The BBC’s Richard Morrison – who studied music at Cambridge University and has worked as a BBC Young Musician of the Year judge – led the latest protest against the historic songs ahead of the annual festival. The music expert argued that it would be highly inappropriate for the tunes to be played on the “Last Night of the Proms” in the wake of the recent Black Lives Matter protests across the UK.
But thousands of Express.co.uk readers slammed the idea in an exclusive poll.
When asked “Should ‘Rule Britannia’ and ‘Land of Hope and Glory’ be banned from the last night of the Proms?” the overwhelming majority said no.
Ninety-seven percent of respondents (11,999) voted against a ban while only three percent (359) said they would support the songs being phased out.
Just 91 readers said they didn’t know.
A poll has shown overwhelming opposition against a ban on Rule Britannia
A total of 12,449 people took part in the survey between 9am and 4pm on Saturday, July 11.
One reader said instead of banning the nationalistic songs from the Proms, Mr Morrison himself should not be allowed to attend.
The reader dismissed Mr Morrison as “another raging lefty who hates anything British”.
They questioned: “Why not cancel Morrison instead?”
Another disgruntled reader added: “Last night at the proms from Albert Hall will die a death and people who enjoyed it on TV simply won’t switch on.
“Why doesn’t this Morrison guy understand, once, only once a year, we like to stand up and sing about being British.
“Why is that a problem?”
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And yet another said playing Rule Britannia at this year’s music extravaganza would be more suitable than ever given the fact that Brexit happened in 2020 and the UK is due to leave the transition period in the coming months.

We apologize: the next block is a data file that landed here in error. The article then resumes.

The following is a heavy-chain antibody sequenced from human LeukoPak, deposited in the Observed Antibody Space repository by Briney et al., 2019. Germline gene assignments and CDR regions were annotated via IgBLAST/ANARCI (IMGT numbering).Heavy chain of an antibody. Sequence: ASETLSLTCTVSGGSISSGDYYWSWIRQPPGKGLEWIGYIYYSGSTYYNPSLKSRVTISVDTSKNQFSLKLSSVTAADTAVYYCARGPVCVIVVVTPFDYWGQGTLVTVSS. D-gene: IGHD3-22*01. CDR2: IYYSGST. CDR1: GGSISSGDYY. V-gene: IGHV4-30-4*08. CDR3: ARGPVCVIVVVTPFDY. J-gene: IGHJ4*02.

They said: “Rule Britannia would be very appropriate especially as we will regain full rights to our sovereign waters.
“So yes, keep up the tradition and let’s sing Rule Britannia at the Proms.”
One reader said nobody would be forced to listen to the tune which is part of “our country, our culture, our history”.
One reader said Mr Morrison and others calling for the songs to be banned in public are “intent on destroying the culture and fabric of the UK”.
The person said those against the playing of nationalistic hymns “won’t be happy until our history is airbrushed away and we become a bland mass of people where only the incomers are allowed a history”.
The Proms will kick off next Friday and run until September 12, predominantly at London’s Royal Albert Hall.
Mr Morrison said instead of performing the traditional songs, the BBC should shake-up The Proms finale.
He said it would be better if it “reflects the attitudes of its 21st-century performers and audiences, not their Edwardian predecessors”.